Education and Health Communique #3

National First Vice-President and Chairperson of Education and Health Fran Lucas, March 17, 2017.

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This communique is a collaboration of the three sub-committee chairpersons and me.

Catholic Education
As sub-committee chairperson of education, I’m taking the opportunity to clarify and make some suggestions. Parish or diocesan level chairpersons might focus on educating their members on the health aspect, especially since members are constantly dealing with controversial issues. It is commendable how much work is presently done by members at all levels asking for reviews and reversals of political decisions that are simply wrong, morally and ethically. I can only emphasize the importance of continued education of all members on the status of health related issues incompatible with Catholic morals and beliefs. Members need to be encouraged to educate themselves and support the League in their endeavour to set things right.

However, education in the title of this standing committee refers to Catholic education including Catholic schools and catechesis, and Rites of Christian Initiation (RCIA). It then continues with five additional areas for this standing committee. The chairperson could not possibly research all listed subjects and report back to the membership. As the chairperson, part of the job is to invite members to serve on the committee with each member adopting a subject, researching it and reporting back to the chairperson who then uses it as appropriate–in a report, communique or newsletter article.

Chairpersons are encouraged to find a member in her council who has an interest in Catholic education. She could call the local religious education department inquiring what curriculum is used in the Catholic schools.

Another member might already be involved with or interested in RCIA. Through a simple contact with the diocese to speak with the person in charge of RCIA, she might be surprised by the wealth of information available. She could meet with that person or ask him/her to have the information sent to by e-mail. Personal contact is always better as that person could be valuable resource as a speaker at a council meeting. Most dioceses have an office compatible with what chairpersons do. If she chooses to make contact by e-mail, she should be clear about what information she needs.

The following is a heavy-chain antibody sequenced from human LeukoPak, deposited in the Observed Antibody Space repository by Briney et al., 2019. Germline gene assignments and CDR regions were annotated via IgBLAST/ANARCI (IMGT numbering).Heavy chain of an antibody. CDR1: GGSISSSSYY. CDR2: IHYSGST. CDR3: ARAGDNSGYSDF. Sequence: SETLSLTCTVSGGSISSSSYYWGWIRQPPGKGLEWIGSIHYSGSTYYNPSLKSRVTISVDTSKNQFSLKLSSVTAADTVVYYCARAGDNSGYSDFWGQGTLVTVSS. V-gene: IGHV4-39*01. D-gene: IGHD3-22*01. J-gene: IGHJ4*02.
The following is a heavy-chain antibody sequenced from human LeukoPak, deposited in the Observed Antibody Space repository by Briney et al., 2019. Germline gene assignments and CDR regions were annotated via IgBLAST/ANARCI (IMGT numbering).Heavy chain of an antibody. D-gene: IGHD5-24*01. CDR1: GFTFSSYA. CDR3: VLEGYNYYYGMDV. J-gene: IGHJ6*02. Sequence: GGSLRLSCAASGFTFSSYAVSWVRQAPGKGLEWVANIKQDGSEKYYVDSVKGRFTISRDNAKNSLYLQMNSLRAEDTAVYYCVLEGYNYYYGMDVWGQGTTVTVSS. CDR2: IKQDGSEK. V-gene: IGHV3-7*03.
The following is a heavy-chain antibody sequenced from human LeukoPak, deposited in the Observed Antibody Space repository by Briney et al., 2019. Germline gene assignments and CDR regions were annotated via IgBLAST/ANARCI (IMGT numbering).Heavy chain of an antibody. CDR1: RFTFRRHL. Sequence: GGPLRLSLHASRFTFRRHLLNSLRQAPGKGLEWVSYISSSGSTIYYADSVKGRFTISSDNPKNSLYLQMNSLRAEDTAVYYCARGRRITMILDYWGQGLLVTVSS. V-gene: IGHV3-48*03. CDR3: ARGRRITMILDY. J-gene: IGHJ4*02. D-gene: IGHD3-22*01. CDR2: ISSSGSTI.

Perhaps councils can encourage two members to work on one subject together–it is always more fun and members will more readily say yes to this sort of arrangement. If chairpersons at any level need help, they need only ask.

The Catholic Register, November 30, 2016, reports that the Green Churches Network Director Norman Levesque met with Apostolic Nuncio to Canada Archbishop Luigi Bonazzi to encourage parishes to be more conscious of their impact on the earth. The network also met with Environment and Climate Change Canada about a possible partnership to create more resources that churches can use to make them “greener”. The network is hopeful that this movement will spread across the country. The full article can be found at

Speaking at the Pontifical Academy of Sciences in 2014, Pope Francis explained that, “When we read in Genesis the account of Creation, we risk imagining God as a magus, with a magic wand able to make everything. But it is not so……The Big Bang, which nowadays is posited as the origin of the world, does not contradict the divine act of creating, but rather requires it. The evolution of nature does not contrast with the notion of Creation, as evolution presupposes the creation of beings that evolve”.

Two books are available for members interested in evolution. The first is Do Monkeys Go to Heaven? Finding God in All Creation by Fr. John McCarthy, S.J. The author, a scientist and Jesuit priest, “takes us on a journey,…. showing us the need for us to be both scientific and spiritual.” The book is available at Ilia Delio, O.S.F., in Christ in Evolution, shares some of her best thoughts in evolutionary thinking. This book is available from

Sharing with others is a gift that members can pass on with great results. The following is an example. The Calgary Catholic Medical Association currently offers a speaker series at the Catholic Pastoral Centre. The first speaker was a local palliative care doctor who spoke about her work. The following month, Dr. Moira McQueen, from the Catholic Bioethical Institute in Toronto, was skyped in. Dr. William Sullivan, also from Toronto, a family medicine physician and founding director of the International Association of Catholic Bioethicists, will be skyped in March. For May, Marjorie Littleleaf, an elder of the Tsuu T’ina Nation and former first nations health community liaison and health educator, has been invited to engage in a discussion on considerations when providing healthcare to first nations Canadians. Suggest diocesan or parish councils explore what similar series would work for them and make it happen with the help of other members who have a passion for the subjects.

“Your deeds may be the only sermon some people hear today” (St. Francis of Assisi).

Fran Lucas